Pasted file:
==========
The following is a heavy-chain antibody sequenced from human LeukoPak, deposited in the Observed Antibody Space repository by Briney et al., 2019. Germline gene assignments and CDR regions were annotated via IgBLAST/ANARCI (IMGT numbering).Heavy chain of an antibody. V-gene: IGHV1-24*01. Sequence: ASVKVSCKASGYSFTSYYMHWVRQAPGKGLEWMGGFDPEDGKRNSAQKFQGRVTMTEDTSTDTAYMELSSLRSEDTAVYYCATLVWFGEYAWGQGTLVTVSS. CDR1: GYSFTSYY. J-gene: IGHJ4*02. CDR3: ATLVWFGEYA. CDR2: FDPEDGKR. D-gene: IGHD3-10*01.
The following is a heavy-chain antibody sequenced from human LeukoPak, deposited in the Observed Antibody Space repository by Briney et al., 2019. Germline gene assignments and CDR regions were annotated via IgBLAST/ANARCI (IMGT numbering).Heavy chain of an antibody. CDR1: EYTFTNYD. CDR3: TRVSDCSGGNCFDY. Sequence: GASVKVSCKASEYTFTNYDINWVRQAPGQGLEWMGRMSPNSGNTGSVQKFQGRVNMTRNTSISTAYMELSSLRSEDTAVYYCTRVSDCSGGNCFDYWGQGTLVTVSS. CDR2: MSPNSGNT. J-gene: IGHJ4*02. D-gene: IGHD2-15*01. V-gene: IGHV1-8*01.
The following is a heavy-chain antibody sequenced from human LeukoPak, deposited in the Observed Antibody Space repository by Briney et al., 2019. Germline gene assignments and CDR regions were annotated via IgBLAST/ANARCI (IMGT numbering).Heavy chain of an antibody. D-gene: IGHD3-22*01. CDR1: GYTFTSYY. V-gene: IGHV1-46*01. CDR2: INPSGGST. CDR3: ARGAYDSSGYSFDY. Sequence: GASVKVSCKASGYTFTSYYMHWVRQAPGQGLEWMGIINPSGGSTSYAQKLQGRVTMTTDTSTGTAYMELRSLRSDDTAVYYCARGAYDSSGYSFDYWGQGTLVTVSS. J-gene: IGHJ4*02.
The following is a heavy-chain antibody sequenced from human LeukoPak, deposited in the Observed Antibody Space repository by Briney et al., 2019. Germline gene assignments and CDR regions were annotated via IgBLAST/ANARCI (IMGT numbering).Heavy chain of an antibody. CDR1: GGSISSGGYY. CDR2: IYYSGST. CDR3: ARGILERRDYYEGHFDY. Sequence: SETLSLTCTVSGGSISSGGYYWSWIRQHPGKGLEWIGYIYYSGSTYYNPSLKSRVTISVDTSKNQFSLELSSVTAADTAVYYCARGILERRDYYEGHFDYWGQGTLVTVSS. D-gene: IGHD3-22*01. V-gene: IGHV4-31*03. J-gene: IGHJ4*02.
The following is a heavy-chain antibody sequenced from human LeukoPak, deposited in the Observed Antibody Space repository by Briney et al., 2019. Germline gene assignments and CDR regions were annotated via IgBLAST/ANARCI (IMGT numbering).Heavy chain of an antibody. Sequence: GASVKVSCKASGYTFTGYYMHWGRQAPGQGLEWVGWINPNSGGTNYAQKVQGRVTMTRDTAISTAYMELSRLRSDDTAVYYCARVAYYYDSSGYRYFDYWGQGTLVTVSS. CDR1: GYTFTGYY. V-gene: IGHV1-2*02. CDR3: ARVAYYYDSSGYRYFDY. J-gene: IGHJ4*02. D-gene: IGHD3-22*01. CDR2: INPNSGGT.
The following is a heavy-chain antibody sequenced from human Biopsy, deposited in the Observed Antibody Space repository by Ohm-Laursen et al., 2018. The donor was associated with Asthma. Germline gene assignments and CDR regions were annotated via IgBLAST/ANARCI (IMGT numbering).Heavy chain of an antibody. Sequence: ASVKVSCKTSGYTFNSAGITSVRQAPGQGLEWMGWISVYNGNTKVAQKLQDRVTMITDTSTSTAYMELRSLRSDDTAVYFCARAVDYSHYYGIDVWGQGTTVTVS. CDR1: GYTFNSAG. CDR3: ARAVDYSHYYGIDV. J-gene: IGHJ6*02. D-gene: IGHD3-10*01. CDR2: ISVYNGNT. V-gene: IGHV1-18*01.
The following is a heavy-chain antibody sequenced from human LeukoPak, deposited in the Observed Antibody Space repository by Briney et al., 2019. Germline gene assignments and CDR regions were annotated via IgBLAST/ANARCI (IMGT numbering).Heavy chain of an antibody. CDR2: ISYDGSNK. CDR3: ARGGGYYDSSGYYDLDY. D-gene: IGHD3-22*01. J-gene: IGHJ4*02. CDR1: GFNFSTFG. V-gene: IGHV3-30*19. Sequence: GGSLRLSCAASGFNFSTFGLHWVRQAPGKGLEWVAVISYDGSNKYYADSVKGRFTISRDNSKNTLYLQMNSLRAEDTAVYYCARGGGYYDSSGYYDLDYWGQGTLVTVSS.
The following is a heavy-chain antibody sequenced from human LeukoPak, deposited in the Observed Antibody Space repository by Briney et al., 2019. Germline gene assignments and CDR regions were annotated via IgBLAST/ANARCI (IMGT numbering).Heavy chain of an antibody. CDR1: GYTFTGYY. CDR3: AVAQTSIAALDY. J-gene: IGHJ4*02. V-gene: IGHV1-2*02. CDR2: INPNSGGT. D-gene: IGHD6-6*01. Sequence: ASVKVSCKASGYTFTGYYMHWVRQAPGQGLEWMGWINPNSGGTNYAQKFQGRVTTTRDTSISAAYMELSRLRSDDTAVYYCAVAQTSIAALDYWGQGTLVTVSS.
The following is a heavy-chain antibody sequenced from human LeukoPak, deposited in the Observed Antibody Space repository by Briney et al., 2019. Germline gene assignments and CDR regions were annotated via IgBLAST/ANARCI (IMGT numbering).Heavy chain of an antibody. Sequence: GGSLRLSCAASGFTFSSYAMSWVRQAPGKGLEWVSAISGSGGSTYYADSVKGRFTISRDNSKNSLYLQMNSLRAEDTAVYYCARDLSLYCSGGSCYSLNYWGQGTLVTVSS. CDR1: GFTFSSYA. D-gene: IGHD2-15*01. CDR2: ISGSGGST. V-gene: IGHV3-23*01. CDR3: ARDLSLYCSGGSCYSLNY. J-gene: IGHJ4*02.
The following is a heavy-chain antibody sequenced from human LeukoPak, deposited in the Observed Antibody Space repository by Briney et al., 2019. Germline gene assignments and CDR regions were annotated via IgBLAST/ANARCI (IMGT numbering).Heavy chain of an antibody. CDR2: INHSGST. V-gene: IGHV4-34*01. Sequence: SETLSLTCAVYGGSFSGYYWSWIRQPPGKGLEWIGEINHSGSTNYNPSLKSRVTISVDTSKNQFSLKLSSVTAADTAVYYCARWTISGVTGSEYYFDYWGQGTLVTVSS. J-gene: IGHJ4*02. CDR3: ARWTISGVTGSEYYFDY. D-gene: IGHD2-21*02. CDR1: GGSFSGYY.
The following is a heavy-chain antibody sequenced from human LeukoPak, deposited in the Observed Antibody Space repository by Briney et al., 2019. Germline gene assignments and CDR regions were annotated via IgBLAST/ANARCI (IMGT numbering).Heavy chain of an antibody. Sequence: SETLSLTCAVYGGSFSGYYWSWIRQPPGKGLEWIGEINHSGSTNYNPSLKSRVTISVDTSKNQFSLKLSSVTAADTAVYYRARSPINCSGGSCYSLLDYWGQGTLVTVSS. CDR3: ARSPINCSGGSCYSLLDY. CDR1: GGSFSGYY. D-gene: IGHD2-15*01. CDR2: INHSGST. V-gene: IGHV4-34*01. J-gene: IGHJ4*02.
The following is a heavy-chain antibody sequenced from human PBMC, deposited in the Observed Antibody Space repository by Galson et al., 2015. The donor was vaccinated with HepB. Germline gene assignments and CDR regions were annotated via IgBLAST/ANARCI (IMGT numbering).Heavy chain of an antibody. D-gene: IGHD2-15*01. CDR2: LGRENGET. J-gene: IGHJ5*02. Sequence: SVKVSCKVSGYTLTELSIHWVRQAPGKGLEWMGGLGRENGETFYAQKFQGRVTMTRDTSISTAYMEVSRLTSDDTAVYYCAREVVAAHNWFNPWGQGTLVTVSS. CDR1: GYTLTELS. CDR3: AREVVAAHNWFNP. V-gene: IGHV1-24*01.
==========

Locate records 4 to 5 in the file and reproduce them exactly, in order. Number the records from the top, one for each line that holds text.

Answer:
The following is a heavy-chain antibody sequenced from human LeukoPak, deposited in the Observed Antibody Space repository by Briney et al., 2019. Germline gene assignments and CDR regions were annotated via IgBLAST/ANARCI (IMGT numbering).Heavy chain of an antibody. CDR1: GGSISSGGYY. CDR2: IYYSGST. CDR3: ARGILERRDYYEGHFDY. Sequence: SETLSLTCTVSGGSISSGGYYWSWIRQHPGKGLEWIGYIYYSGSTYYNPSLKSRVTISVDTSKNQFSLELSSVTAADTAVYYCARGILERRDYYEGHFDYWGQGTLVTVSS. D-gene: IGHD3-22*01. V-gene: IGHV4-31*03. J-gene: IGHJ4*02.
The following is a heavy-chain antibody sequenced from human LeukoPak, deposited in the Observed Antibody Space repository by Briney et al., 2019. Germline gene assignments and CDR regions were annotated via IgBLAST/ANARCI (IMGT numbering).Heavy chain of an antibody. Sequence: GASVKVSCKASGYTFTGYYMHWGRQAPGQGLEWVGWINPNSGGTNYAQKVQGRVTMTRDTAISTAYMELSRLRSDDTAVYYCARVAYYYDSSGYRYFDYWGQGTLVTVSS. CDR1: GYTFTGYY. V-gene: IGHV1-2*02. CDR3: ARVAYYYDSSGYRYFDY. J-gene: IGHJ4*02. D-gene: IGHD3-22*01. CDR2: INPNSGGT.